This name was adopted into the Chinese vernacular as the name of the sandbar and nearby area. The modern word "Taiwan" is derived from this usage, seen in various forms in Chinese historical records; the area occupied by modern-day Tainan represented the first permanent settlement by both European colonists and Chinese immigrants. The settlement grew to be the island's most important trading centre and served as its capital until 1887. Use of the current Chinese name became official as early as 1684 with the establishment of Taiwan Prefecture. Through its rapid development the entire Formosan mainland became known as "Taiwan". In his Daoyi Zhilüe, Wang Dayuan used "Liuqiu" as a name for the island of Taiwan, or the part of it closest to Penghu. Elsewhere, the name was used for the Ryukyu Islands in general or Okinawa, the largest of them; the name appears in the Book of Sui and other early works, but scholars cannot agree on whether these references are to the Ryukyus, Taiwan or Luzon. The official name of the state is the "Republic of China".
Shortly after the ROC's establishment in 1912, while it was still located on the Chinese mainland, the government used the short form "China" to refer to itself, which derives from zhōng and guó, a term which developed under the Zhou dynasty in reference to its royal demesne, the name was applied to the area around Luoyi during the Eastern Zhou and to China's Central Plain before being used as an occasional synonym for the state during the Qing era. During the 1950s and 1960s, after the government had withdrawn to Taiwan upon losing the Chinese Civil War, it was referred to as "Nationalist China" to differentiate it from "Communist China", it was a member of the United Nations representing "China" until 1971, when it lost its seat to the People's Republic of China. Over subsequent decades, the Republic of China has become known as "Taiwan", after the island that comprises 99% of the territory under its control. In some contexts ROC government publications, the name is written as "
Taitung County Government
The Taitung County Government is the local government of the Republic of China that governs Taitung County. Civil Service Ethics Office Personnel Office Accounting and Statistics Office Planning Office General Affairs Office Indigenous People's Bureau Urban and Rural Development Bureau Cultural Affairs Bureau Tourism Bureau Land Administration Bureau Social Affairs Bureau Agriculture Bureau Education Bureau Public Works Bureau Finance Bureau Civil Affairs Bureau Taitung County Taitung County Council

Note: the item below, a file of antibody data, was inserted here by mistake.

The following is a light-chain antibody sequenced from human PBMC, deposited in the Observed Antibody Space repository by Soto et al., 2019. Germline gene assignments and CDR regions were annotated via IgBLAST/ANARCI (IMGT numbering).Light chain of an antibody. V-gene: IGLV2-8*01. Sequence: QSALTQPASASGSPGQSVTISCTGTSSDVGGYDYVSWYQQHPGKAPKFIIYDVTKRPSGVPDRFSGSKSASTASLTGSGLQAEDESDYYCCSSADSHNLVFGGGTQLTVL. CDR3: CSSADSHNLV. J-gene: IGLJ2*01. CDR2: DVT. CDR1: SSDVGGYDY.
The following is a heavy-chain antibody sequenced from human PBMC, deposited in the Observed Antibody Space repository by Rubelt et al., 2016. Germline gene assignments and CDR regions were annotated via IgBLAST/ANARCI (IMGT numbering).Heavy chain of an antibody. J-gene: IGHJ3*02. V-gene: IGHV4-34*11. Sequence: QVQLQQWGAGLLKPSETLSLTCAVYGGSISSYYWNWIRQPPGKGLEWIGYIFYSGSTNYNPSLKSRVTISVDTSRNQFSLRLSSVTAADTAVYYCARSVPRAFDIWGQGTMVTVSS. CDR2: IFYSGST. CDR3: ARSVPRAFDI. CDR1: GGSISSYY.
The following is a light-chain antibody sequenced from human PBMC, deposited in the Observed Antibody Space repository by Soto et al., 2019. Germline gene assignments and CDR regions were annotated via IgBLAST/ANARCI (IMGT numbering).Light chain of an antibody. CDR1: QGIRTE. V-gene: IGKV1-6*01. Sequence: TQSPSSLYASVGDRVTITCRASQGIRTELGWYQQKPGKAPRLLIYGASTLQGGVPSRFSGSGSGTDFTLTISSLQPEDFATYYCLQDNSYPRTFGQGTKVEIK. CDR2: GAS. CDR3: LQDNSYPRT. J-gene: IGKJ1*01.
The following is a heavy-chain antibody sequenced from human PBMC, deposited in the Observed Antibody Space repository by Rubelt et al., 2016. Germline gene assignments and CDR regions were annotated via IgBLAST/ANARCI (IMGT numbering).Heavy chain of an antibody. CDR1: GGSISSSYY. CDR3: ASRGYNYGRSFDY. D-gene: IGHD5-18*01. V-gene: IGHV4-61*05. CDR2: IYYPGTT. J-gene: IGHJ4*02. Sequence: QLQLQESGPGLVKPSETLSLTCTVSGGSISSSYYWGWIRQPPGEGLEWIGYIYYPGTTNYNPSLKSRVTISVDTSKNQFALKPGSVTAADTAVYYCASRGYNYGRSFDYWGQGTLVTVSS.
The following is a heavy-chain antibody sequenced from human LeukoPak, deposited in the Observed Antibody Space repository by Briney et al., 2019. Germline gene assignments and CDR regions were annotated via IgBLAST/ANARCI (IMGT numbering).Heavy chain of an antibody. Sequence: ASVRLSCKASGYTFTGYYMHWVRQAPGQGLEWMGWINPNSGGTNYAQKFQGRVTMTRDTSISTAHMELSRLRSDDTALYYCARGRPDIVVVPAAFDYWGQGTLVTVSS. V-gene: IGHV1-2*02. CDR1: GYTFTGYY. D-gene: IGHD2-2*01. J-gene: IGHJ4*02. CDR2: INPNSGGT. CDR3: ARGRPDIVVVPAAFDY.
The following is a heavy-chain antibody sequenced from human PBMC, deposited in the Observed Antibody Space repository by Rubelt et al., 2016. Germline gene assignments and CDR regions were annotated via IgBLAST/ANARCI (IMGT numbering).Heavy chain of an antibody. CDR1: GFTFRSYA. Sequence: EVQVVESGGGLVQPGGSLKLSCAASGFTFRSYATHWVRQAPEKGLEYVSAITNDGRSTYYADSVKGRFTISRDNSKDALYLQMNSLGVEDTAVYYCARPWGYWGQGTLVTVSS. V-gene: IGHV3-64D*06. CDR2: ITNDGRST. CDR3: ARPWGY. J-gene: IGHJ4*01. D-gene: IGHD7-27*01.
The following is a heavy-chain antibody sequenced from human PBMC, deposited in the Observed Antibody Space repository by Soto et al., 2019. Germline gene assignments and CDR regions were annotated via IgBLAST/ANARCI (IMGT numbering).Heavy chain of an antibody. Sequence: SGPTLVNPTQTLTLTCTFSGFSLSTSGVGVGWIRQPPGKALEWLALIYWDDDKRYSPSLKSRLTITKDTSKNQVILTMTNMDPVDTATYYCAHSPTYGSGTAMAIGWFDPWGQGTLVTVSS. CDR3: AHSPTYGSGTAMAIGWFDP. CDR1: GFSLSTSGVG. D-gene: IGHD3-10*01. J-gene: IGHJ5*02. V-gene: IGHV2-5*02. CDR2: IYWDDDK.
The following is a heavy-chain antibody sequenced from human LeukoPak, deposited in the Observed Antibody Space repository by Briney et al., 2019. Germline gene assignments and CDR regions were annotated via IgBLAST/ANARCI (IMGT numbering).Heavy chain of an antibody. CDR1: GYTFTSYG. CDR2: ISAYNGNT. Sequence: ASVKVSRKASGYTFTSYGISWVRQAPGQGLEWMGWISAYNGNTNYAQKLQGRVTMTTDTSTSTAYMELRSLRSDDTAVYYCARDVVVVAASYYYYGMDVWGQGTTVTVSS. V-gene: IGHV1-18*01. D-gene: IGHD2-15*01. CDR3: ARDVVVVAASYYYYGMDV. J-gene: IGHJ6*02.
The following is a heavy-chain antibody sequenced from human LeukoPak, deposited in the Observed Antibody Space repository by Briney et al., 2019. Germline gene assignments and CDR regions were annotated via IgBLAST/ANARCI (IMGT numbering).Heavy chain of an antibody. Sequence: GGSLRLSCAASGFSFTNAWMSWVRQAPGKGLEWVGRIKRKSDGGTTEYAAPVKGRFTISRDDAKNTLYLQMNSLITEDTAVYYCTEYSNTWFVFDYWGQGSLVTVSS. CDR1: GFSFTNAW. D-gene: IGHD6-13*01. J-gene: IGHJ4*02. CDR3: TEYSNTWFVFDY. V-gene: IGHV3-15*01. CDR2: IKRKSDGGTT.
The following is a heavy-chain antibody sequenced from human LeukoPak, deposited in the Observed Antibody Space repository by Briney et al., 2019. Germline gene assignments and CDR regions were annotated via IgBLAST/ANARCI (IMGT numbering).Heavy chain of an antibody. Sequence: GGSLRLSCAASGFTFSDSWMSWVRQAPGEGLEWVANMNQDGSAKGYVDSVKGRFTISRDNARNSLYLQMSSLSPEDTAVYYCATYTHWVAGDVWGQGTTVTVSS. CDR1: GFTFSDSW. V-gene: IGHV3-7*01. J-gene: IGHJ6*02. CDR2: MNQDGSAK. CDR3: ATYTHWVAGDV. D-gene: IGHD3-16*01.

Hanyu Pinyin abbreviated to pinyin, is the official romanization system for Standard Chinese in mainland China and to some extent in Taiwan. It is used to teach Standard Mandarin Chinese, written using Chinese characters; the system includes four diacritics denoting tones. Pinyin without tone marks is used to spell Chinese names and words in languages written with the Latin alphabet, in certain computer input methods to enter Chinese characters; the pinyin system was developed in the 1950s by many linguists, including Zhou Youguang, based on earlier forms of romanizations of Chinese. It was published by revised several times; the International Organization for Standardization adopted pinyin as an international standard in 1982, was followed by the United Nations in 1986. The system was adopted as the official standard in Taiwan in 2009, where it is used for international events rather than for educational or computer-input purposes, but "some cities and organizations, notably in the south of Taiwan, did not accept this", so it remains one of several rival romanization systems in use.
The word Hànyǔ means'the spoken language of the Han people', while Pīnyīn means'spelled sounds'. In 1605, the Jesuit missionary Matteo Ricci published Xizi Qiji in Beijing; this was the first book to use the Roman alphabet to write the Chinese language. Twenty years another Jesuit in China, Nicolas Trigault, issued his Xi Ru Ermu Zi at Hangzhou. Neither book had much immediate impact on the way in which Chinese thought about their writing system, the romanizations they described were intended more for Westerners than for the Chinese. One of the earliest Chinese thinkers to relate Western alphabets to Chinese was late Ming to early Qing dynasty scholar-official, Fang Yizhi; the first late Qing reformer to propose that China adopt a system of spelling was Song Shu. A student of the great scholars Yu Yue and Zhang Taiyan, Song had been to Japan and observed the stunning effect of the kana syllabaries and Western learning there; this galvanized him into activity on a number of fronts, one of the most important being reform of the script.